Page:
Home » my blog » Conservation Topics » wetland habitats & the 4 D’s

wetland habitats & the 4 D’s

  • by
Wetland Habitats & The 4 D's

Sadly when most people think of wetland habitats, they tend to associate them with the 4 D’s. Those D’s being: danger, disease, dampness and difficulty. The reality is they are an important and bio diverse habitat which is home to a diverse and often specialist flora and fauna.

What is a wetland?

There is no definitive answer to this question. Wetland habitats cover a fairly broad spectrum of environments. Key features are waterlogged soil which is covered by seasonal or a permanent layer of shallow water. As a result they tend to have a unique soil structure. The flora and fauna which live there have adapted to live in a water saturated environment.

Typical wetland habitats are swamps, marshes and bogs. In many peoples eyes, they are not the most attractive of places and are actively avoided as people associate them with those 4 D’s!

The threats to the worlds wetlands

As urbanisation spreads globally, planners and industrialists are keen to find new land to develop. Wetlands, owing to their negative public perception are seen as ideal areas for development. Primary uses for wetlands are conversion to waste disposal sites, dams, sewage plants, industry, airports or draining them for agriculture or malaria prevention.

One such airport project is the construction of Navi Mumbai international airport. Environmental concerns were raised over the potential loss of mangrove swamps and wetlands. However, these concerns were over ruled by the high court and an estimated site of 121 hectares of forest, 162 ha of mangroves and 404 ha of mudflats will be under concrete, destroying a unique wildlife habitat. In addition to the loss of wetland and other habitats, some 3,500 families will be displaced. The Navi Mumbai International Airport is expected to be operational in 2023.

Southern Africa’s wetlands are also under threat. Principally from agriculture and mining activities. The National Biodiversity Assessment 2011 Report (Driver et al., 2012) stated that 65% of wetland ecosystem types in South Africa are threatened. Of that number 48% are critically endangered. Making wetlands the most threatened of all of South Africa’s ecosystems.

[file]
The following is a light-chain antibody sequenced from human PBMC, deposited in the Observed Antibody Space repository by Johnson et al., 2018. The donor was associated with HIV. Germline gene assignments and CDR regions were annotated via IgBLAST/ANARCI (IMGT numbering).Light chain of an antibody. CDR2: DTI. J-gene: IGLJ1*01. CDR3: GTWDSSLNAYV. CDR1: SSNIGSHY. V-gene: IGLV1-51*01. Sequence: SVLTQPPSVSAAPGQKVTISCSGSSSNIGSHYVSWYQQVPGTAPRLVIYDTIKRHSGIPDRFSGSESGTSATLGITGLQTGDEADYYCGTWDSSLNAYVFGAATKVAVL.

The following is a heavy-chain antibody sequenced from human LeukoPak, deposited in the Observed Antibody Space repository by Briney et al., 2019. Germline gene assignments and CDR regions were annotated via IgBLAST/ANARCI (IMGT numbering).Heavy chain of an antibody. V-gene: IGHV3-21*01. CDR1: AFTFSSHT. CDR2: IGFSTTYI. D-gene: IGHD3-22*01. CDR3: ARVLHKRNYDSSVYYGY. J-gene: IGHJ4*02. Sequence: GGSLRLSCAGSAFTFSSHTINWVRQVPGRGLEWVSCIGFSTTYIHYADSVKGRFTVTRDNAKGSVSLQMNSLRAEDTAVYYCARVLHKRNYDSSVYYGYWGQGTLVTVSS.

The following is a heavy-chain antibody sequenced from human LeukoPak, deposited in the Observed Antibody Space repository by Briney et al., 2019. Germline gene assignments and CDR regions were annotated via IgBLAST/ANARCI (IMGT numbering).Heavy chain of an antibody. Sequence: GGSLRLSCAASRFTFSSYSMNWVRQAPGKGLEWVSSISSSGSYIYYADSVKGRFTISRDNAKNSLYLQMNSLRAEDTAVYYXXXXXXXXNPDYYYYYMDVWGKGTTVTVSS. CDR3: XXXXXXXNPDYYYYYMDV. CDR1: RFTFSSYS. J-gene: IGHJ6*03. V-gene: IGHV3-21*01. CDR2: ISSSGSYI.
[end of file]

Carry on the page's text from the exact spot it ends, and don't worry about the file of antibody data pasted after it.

The threat to the Okavango

The Okavango Delta, in Botswana is a wildlife rich haven and its fertile lands and water have long been a draw for agriculture and industry. The Boro river which flows through the region has become a controversial topic for debate. The powerful diamond mining corporations, which contribute so much to Botswana,s economy, have forwarded plans to dredge the river or canalize it in order to improve vital water supplies for their operations. Conservationists concerns are the proposed works are to extend 25kms inside a protected fenced area. The fence was erected to prevent domestic cattle coming into contact with wild buffalo and risk the spread of contagious diseases such as foot and mouth.

The fence acts as more than a barrier to contagious disease. It separates the wilderness habitat from the outer edges of the delta, where people graze livestock. Many see allowing works inside this zone will set a dangerous precedent for future operations to be given the green light.

African Wild Dog
The Okavango is home to the endangered African Wild Dog

Wetland habitat benefits

Wetlands provide many benefits to the environment. Their unique soil structure and plant-life means they act as a giant sponge, storing water and slowly releasing it downstream. In doing so they ensure many areas have a constant water supply. They also control potentially damaging flood waters, slowing it down and spreading it over a larger area. This action of slowing flood water down prevents erosion of nutrient rich soil.

The bulrushes, grasses, reeds, waterlilies and sedges which grow in them, not only help to slow flood waters. They also trap sediments and act as water purifiers, trapping nitrogen and phosphates as well as pollutants, like mercury, lead and pesticides. By-products from agricultural and industrial processes further inland. Many communities rely on them for grazing cattle. While the abundant reeds and grasses are used for thatching homes and for basket weaving.

Wetland plants provide food and shelter for a great variety of birds and animals. Many migratory birds use them as stop overs or as breeding grounds. Species, like the Wattled Crane, found in southern Africa, are classed as wetland-dependent and rely on these habitats for breeding. With habitat loss and land degradation, these majestic birds are now under great threat. It is estimated there are only just over 7000 individuals living in the wild today. Urgent action is needed if we are to save them from extinction.

Wattled cranes rely on wetlands
It is estimated just over 7000 Wattled Cranes are left in the wild

A rich and diverse habitat

Finally a closing thought. If you still see wetlands as damp, disease ridden, difficult and dangerous places to be avoided or developed. Then you might be surprised to know a healthy wetland contains more life, hectare for hectare, than any other habitat on the planet.

Leave a Reply

Your email address will not be published. Required fields are marked *